There are multiple ways to romanize Japanese, and each one is based on different principles. Some try to represent the phonemes of the language; some try to represent the phonetics (actual pronunciation); others try to represent the way a word is written in Japanese orthography, or the way a word is typed into a Japanese computer.
One scheme, called Traditional Hepburn, changes the spelling of ん based on the following consonant. Why? Because the pronunciation of ん depends on the phonetic context it appears in, and James Curtis Hepburn wanted to convey some of these phonetic details in his romanization scheme. Because ん is pronounced [m] before /b/, こんばんは is spelled kombanwa in that scheme.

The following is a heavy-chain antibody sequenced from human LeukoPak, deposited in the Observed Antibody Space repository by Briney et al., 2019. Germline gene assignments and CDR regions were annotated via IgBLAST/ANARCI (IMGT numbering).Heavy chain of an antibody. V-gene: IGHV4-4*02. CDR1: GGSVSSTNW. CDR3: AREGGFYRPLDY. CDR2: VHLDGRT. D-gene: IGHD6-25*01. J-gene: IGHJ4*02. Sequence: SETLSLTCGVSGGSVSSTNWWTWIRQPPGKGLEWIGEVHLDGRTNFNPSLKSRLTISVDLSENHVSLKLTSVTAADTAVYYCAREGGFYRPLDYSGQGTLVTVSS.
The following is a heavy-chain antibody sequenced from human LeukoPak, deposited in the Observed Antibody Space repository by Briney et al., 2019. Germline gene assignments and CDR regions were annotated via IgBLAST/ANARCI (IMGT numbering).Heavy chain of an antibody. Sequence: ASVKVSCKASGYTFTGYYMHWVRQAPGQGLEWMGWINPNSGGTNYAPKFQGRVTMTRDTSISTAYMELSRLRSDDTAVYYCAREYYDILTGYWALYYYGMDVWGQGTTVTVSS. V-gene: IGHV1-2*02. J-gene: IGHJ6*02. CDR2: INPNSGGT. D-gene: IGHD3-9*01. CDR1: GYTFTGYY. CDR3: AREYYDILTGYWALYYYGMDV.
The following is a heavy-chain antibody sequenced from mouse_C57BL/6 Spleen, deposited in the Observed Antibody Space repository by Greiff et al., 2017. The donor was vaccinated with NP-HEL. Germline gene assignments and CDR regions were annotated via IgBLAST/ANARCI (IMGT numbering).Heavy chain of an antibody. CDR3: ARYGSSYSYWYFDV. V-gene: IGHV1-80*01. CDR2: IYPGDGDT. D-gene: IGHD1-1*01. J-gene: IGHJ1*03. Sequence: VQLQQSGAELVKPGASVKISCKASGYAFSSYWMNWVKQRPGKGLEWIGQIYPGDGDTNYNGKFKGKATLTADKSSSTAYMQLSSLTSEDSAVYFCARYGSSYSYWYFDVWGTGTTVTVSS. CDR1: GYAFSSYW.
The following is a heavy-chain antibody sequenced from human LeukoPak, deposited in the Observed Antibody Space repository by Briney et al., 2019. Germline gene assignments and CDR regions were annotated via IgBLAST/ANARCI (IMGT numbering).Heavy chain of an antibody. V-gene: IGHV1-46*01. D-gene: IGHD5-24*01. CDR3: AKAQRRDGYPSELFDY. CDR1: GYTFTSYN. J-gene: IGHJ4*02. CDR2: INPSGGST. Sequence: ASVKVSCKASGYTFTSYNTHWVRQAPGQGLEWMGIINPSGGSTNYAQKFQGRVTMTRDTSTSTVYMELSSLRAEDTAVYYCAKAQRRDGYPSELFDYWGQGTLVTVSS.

One problem that comes up in romanization is how to distinguish between んい and に. If you write ん as n, they'll both end up looking like ni, and you won't be able to distinguish words like かんい and かに. Different romanization schemes solve this problem in different ways. The dictionary you're looking at uses the line over n to distinguish the two, so かんい and かに are kan̄i and kani respectively. Another dictionary might write kan'i and kani to distinguish the two.
In any case, the word is the same and is pronounced the same way. These are just minor differences in how the word is romanized.